Lost or forgotten
HMRC believe that a lot of small businesses don’t pay the right amount of tax on their profits. This is because they delay writing up their accounting records to the end of the year; in the meantime some receipts are lost and bits of income are forgotten. To resolve this problem, HMRC will require businesses to record their expenses and income digitally, as near to the date of payment or receipt as possible. HMRC think that simple ac- counting software, such as an app on your smart phone, will make this task easy to do. Free software may be available for very simple businesses.
Most unincorporated businesses and landlords will also have to report a summary of their income and expenses to HMRC, within one month of the end of each quarter. The accounting soft- ware may help to do this, but we can check that the correct information is submitted. These changes are collectively called: Making Tax Digital, but we suspect it is going to feel like ‘making tax difficult’ for many businesses. Exemptions Those with low levels of income (we don’t know the threshold yet) won’t be required to make quarterly reports to HMRC.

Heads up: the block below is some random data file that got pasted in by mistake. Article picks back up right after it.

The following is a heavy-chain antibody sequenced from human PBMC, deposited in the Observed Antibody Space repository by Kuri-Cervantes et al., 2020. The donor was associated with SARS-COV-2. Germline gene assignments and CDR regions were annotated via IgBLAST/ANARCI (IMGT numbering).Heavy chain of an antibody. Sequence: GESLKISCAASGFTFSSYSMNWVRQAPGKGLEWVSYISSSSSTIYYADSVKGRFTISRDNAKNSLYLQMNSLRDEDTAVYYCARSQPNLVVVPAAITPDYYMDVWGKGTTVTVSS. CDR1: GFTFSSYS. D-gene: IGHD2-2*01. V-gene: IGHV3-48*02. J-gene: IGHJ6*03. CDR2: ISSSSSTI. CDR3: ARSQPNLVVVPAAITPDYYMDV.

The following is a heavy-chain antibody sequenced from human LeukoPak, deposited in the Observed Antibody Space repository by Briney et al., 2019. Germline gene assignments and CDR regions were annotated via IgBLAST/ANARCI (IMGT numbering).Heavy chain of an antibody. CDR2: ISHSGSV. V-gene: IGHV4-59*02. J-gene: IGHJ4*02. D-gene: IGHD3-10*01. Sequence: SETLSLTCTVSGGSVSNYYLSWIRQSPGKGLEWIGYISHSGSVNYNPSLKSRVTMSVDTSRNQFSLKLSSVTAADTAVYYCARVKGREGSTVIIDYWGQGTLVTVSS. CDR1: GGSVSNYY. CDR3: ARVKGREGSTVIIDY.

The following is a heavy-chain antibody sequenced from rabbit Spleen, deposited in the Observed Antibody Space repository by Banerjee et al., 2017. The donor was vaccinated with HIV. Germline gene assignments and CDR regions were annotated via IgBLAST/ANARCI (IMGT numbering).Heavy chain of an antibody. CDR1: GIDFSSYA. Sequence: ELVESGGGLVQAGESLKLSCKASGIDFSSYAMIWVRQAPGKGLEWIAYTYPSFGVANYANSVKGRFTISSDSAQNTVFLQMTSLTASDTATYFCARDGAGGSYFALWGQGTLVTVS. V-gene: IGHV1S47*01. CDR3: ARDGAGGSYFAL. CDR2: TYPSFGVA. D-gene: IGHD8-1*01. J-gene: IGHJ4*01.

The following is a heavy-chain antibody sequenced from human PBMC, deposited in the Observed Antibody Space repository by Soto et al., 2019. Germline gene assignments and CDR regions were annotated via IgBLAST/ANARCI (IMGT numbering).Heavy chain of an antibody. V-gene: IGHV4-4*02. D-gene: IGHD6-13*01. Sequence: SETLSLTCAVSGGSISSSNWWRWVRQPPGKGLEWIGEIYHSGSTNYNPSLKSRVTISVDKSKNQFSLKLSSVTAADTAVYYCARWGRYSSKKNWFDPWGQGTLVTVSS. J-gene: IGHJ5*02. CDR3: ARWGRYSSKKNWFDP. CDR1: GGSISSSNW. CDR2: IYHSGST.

These changes are collectively called: Making Tax Digital, but we suspect it is going to feel like ‘making tax difficult’ for many businesses.
Those with low levels of income (we don’t know the threshold yet) won’t be required to make quarterly reports to HMRC.
Also, slightly larger unincorporated businesses won’t need to make quarterly reports until after 5 April 2019.
The current timetable envisages that all companies will be making quarterly reports from April 2020. But HMRC have not specified exactly what will be required to be reported by companies or by complex partnerships, so we expect this timetable to slip.
The best way to prepare for this digital revolution is to get into the habit of recording your income and expenses using some form of accounting soft- ware. We can help you choose and implement the right soft- ware for your business.